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Predatory Publishing: Home

Many students and faculty aim to publish their research in quality journals, but how do we know if the journal is legitimate? This research guide is a companion to our library workshops on predatory publishing.

Where Did it Begin?

Predatory Publishing was coined by librarian, Jeffrey Beall, who refers to PP as a questionable business practice of charging fees to authors to publish their articles without standard editorial and publishing services (in which they claim they provide) established by legitimate scholarly journals.

To simplify, predatory publishers purposefully mislead authors by promising peer-review services that they do not actually provide. 

Common Types of Predatory Publishing Behaviors

There are many types of behaviors that characterize predatory publishing practices. The following serve only as examples:

  1. Hiding their fee schedules until after the paper has been accepted.
  2. Imitating legitimate journal titles. They often have similar titles to mislead the author into believing they are a well respected publisher.
  3. Using a web address that causes the author to believe they are working with a different journal.
  4. Using a web address that seems legitimate, but the content may be stolen or fraudulent.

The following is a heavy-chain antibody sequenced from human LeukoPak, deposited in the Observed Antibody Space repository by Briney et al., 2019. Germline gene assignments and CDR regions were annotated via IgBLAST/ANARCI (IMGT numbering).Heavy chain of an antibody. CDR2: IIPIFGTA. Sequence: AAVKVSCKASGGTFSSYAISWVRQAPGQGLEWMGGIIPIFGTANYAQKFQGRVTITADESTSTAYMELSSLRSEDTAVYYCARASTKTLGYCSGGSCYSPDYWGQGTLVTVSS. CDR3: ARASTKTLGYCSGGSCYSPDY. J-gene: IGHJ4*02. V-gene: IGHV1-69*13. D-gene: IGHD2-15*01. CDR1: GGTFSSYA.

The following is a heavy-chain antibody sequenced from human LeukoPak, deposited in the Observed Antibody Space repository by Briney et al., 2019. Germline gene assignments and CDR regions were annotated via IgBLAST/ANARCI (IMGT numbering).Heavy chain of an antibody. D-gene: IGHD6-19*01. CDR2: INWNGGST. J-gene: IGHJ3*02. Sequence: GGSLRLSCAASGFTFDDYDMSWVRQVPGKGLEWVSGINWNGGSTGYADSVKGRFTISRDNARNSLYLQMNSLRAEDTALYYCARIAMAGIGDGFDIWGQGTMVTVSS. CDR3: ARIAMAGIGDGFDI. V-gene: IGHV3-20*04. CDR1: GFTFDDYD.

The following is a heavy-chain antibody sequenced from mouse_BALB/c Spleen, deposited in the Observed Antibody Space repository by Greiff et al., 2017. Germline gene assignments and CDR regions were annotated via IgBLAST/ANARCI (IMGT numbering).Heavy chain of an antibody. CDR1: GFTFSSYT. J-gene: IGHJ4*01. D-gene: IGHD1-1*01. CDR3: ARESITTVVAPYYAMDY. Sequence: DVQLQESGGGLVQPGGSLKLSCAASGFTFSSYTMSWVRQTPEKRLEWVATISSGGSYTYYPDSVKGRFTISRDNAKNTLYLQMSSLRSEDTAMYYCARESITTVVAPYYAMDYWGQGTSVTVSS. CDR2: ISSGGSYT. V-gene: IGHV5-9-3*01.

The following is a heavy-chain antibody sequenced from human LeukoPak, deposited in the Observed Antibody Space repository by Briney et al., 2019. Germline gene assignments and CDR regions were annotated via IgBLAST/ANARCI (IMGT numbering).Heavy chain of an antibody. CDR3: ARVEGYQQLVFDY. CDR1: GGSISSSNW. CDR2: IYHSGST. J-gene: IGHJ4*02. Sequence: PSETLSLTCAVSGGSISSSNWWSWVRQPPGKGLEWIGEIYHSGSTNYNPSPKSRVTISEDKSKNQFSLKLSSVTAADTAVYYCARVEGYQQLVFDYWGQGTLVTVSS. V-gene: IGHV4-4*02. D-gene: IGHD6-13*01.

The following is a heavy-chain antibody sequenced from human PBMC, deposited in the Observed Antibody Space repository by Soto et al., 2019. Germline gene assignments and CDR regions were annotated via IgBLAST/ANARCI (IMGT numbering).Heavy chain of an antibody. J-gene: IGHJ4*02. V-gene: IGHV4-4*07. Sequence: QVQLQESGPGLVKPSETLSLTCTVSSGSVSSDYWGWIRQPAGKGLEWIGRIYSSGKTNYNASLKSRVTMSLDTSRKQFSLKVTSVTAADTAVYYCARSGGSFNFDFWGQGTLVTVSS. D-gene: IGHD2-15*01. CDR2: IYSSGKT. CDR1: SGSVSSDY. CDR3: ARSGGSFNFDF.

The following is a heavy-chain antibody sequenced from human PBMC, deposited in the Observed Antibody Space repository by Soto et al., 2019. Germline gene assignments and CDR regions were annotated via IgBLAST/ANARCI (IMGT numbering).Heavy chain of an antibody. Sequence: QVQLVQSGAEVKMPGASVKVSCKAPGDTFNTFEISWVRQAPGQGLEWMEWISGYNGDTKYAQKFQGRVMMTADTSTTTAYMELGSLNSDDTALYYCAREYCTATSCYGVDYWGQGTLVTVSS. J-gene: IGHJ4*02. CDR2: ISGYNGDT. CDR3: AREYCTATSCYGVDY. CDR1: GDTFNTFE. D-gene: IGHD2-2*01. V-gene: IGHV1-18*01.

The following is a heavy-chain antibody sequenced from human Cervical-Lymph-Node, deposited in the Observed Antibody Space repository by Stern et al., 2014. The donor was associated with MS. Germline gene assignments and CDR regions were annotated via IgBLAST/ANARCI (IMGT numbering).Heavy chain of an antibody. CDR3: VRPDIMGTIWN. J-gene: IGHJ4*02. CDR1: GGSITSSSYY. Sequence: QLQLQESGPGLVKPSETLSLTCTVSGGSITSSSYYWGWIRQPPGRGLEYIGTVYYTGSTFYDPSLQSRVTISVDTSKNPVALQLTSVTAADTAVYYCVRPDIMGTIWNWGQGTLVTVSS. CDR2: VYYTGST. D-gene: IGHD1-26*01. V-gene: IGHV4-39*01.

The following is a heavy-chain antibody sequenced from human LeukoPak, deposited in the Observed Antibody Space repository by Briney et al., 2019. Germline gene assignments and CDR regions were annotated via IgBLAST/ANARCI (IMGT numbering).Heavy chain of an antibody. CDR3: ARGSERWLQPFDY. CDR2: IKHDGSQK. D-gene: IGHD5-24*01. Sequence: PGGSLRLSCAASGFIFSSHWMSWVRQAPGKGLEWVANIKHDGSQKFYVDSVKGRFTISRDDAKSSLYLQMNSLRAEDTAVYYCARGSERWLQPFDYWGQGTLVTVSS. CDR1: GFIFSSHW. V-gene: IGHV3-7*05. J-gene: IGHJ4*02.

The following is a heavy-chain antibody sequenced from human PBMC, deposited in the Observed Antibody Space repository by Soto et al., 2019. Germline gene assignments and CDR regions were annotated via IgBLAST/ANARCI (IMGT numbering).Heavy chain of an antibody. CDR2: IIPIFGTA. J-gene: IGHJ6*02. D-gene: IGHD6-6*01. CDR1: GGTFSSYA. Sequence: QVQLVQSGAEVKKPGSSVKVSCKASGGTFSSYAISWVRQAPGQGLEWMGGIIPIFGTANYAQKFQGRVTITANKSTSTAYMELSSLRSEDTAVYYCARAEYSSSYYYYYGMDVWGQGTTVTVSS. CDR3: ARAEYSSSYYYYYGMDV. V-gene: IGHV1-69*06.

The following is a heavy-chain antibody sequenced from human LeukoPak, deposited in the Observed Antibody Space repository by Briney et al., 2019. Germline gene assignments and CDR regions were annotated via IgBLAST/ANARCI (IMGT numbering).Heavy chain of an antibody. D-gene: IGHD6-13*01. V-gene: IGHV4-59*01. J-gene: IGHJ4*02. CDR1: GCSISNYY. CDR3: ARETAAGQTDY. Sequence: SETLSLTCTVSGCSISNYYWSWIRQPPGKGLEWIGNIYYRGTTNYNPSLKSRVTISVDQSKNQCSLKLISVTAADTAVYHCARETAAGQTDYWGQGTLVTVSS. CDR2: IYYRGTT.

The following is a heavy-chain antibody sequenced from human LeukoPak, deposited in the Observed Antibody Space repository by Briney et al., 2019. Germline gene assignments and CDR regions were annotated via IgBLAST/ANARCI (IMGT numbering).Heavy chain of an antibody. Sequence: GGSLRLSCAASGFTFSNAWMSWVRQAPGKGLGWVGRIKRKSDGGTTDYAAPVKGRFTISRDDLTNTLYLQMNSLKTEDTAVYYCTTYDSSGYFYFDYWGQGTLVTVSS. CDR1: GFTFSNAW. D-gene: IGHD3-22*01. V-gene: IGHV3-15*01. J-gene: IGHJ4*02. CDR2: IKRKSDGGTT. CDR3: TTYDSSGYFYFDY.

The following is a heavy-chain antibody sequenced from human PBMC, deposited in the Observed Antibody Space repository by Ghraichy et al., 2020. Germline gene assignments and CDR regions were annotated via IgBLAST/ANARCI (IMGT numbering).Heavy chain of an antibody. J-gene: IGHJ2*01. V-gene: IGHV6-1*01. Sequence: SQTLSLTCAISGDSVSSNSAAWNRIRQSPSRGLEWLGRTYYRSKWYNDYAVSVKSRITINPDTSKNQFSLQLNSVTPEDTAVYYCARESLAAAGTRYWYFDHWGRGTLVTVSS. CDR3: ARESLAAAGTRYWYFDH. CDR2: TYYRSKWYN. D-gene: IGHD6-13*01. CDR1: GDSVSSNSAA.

5. Promising services that are not provided. For example, the peer-review process may not be followed or retraction may not be an option.

How to Assess a Journal

This infographic was created by the Canadian Association of Research Libraries. 

Predatory Publishing Trends 2011-2016

Journal Types to Avoid

Predatory publications: "Exploit the author-pays model of open-access publishing (Gold OA) for their own profit. With a false-front or non-existent peer review process, whether subscription-based or ethically-sound open access, these predatory publishers add little value to scholarship, pay little attention to digital preservation, and operate using fly-by-night, unsustainable business models." (Jeffrey Beale)

Hijacked journals: “A legitimate academic journal for which a bogus website has been created by a malicious third party for the purpose of fraudulently offering academics the opportunity to rapidly publish their research online for a fee.” (Butler, 2013a)

Sub-quality: Often mistaken for predatory publishers, they are not purposefully trying to deceive authors; however they can carry characteristics like grammar errors or lacks peer-review/solid publishing model. 

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